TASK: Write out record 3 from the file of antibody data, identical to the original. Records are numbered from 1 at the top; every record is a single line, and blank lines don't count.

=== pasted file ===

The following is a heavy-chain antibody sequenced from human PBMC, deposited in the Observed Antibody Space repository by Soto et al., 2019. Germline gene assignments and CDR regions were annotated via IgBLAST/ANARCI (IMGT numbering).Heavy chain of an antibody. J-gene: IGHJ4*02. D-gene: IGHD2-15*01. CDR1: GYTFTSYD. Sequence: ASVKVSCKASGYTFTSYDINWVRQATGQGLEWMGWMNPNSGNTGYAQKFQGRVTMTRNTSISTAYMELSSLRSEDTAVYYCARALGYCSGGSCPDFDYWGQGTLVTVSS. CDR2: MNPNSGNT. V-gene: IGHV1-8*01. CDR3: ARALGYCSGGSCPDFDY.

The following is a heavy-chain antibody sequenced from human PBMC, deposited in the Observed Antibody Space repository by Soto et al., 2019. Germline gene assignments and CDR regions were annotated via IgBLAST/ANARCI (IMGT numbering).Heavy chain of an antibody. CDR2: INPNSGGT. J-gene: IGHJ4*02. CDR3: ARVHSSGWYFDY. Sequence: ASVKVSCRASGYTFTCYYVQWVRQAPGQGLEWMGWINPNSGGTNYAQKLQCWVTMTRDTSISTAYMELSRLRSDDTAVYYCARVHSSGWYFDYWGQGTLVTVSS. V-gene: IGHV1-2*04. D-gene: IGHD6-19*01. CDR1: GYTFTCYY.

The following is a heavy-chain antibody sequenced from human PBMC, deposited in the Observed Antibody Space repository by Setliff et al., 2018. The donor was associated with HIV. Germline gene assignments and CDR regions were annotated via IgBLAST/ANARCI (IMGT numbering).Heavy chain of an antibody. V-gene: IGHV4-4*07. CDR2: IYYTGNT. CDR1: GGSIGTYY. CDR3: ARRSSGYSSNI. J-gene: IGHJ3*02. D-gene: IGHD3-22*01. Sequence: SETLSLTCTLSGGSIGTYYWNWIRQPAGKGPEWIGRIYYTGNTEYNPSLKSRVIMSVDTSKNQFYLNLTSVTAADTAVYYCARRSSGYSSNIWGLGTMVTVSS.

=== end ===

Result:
The following is a heavy-chain antibody sequenced from human PBMC, deposited in the Observed Antibody Space repository by Setliff et al., 2018. The donor was associated with HIV. Germline gene assignments and CDR regions were annotated via IgBLAST/ANARCI (IMGT numbering).Heavy chain of an antibody. V-gene: IGHV4-4*07. CDR2: IYYTGNT. CDR1: GGSIGTYY. CDR3: ARRSSGYSSNI. J-gene: IGHJ3*02. D-gene: IGHD3-22*01. Sequence: SETLSLTCTLSGGSIGTYYWNWIRQPAGKGPEWIGRIYYTGNTEYNPSLKSRVIMSVDTSKNQFYLNLTSVTAADTAVYYCARRSSGYSSNIWGLGTMVTVSS.